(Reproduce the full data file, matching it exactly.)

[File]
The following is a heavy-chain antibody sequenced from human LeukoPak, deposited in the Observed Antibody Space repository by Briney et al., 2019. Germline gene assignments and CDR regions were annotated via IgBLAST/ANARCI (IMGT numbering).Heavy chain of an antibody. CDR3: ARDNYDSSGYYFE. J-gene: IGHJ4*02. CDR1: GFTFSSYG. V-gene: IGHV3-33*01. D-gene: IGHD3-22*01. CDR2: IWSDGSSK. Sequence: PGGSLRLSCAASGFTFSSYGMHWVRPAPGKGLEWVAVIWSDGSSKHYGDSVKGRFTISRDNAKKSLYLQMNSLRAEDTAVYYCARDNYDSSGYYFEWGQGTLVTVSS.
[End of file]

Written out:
The following is a heavy-chain antibody sequenced from human LeukoPak, deposited in the Observed Antibody Space repository by Briney et al., 2019. Germline gene assignments and CDR regions were annotated via IgBLAST/ANARCI (IMGT numbering).Heavy chain of an antibody. CDR3: ARDNYDSSGYYFE. J-gene: IGHJ4*02. CDR1: GFTFSSYG. V-gene: IGHV3-33*01. D-gene: IGHD3-22*01. CDR2: IWSDGSSK. Sequence: PGGSLRLSCAASGFTFSSYGMHWVRPAPGKGLEWVAVIWSDGSSKHYGDSVKGRFTISRDNAKKSLYLQMNSLRAEDTAVYYCARDNYDSSGYYFEWGQGTLVTVSS.